When making a decision as important as purchasing a business you need someone on your side. You need a broker who represents your interests – not the seller’s. When you answer an ad the broker represents the seller’s interests – not yours. At the Wheatley Group we NEVER represents both the Buyer and Seller in a transaction.
How To Select the Right Buyer’s Broker
Selecting the right professional to represent you in the purchase of a business is perhaps the most important decision you can make in the process of acquiring a business.
The Wheatley Group has extensive backgrounds in representing buyers of companies across a wide spectrum of industries. We have a strong track record of success and creatively utilizing our extensive connections and continuing contacts with active strategic and financial buyers and sellers. We have consistently forged these relationships in order to introduce our clients to the broadest range of potential sellers – including businesses that are not yet on the market.
The truth is that once you’ve made the decision to work with a buyer’s broker it’s equally important to make sure you find the right one.
Selecting a Buyer’s Broker
Here are a few important things to look for in a Buyer’s Broker.
Are you comfortable dealing with the Broker?
Is he/she easy to talk to and share information with?
How experienced is the Broker?
You want a Business Broker with wisdom and knowledge. An inexperienced broker who has been in the business for only a couple of years or several months can be a receipt for disaster. With experience comes wisdom and wisdom and experience are just want you are looking for in someone to help you find the right business. Don’t be afraid to ask how long a broker has been a broker. Just because the broker has an office or looks professional doesn’t mean that last week they weren’t selling life insurance or copiers.
Has the broker ever owned their own business?
Why does that matter? Because you want someone representing you that truly understands how business operates, someone who knows what its like to make payroll on a Friday or has experienced working with employees and operating a business. Otherwise, how can he/she possibly offer you advice and assistance?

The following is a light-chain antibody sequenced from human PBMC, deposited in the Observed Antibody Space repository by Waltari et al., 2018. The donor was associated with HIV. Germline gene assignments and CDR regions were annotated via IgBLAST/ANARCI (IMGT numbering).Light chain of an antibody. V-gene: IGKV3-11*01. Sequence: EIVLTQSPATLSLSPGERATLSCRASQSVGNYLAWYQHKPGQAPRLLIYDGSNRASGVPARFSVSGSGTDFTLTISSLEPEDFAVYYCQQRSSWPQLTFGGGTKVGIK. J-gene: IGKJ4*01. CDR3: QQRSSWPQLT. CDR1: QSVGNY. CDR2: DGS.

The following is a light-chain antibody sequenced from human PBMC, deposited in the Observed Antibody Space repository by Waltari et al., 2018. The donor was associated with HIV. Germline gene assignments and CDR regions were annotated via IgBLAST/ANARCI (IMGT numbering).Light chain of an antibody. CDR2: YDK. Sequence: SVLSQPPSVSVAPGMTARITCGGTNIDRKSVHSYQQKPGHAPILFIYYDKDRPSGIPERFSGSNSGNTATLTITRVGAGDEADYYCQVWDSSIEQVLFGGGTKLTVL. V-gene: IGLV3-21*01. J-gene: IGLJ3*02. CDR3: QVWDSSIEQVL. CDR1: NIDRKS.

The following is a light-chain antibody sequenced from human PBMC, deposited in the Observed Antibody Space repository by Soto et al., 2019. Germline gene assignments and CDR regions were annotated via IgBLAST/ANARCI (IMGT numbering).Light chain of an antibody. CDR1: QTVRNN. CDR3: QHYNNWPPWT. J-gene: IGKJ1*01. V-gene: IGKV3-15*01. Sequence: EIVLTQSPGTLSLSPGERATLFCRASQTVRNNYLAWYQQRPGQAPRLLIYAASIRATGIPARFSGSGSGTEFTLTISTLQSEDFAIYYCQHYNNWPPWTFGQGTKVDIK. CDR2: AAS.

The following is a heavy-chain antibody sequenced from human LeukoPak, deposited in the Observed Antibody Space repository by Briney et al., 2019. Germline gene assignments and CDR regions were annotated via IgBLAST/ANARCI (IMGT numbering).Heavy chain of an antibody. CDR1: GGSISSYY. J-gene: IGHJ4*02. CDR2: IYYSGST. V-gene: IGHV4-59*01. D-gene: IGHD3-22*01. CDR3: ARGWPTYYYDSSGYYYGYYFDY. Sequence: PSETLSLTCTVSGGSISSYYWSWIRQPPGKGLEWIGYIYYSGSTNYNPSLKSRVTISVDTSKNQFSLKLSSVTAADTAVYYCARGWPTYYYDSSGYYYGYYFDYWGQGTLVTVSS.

Ask the broker for references and testimonial letters.
Your gut feeling about a broker means a lot, but not as much as actually checking the references of a broker. If a broker doesn’t share this information with you it probably means either that he/she has none, there too new to the business, or they are not likely to be the type that is open and honest during your process.
Does the broker co-broke or share listings with other brokers?
In my opinion there is only one reason why a buyer’s broker will not show you listings from other brokers – greed. In a co-broke arrangement a buyer’s broker typically receives only half the commission that they would if they showed you a listing of their own or from their own office, but in my opinion, a good buyer’s broker is the one that has your best interests at heart. In that case, why should it matter to him/her if the right business for you turns out to be one that is listed by another broker?
How accessible do you think the broker will be?
Buying a business takes time. Some brokers believe that if a buyer hasn’t bought a business after being shown 2 or 3 businesses then they are a waste of time. A good Buyer’s Broker realizes that buying a business is a process that takes time. It could take 6 -12 months to find the right business. Will your broker invest the time?
Will the Buyer’s Broker assist you in locating conventional, sba, investment bank, or private equity group financing?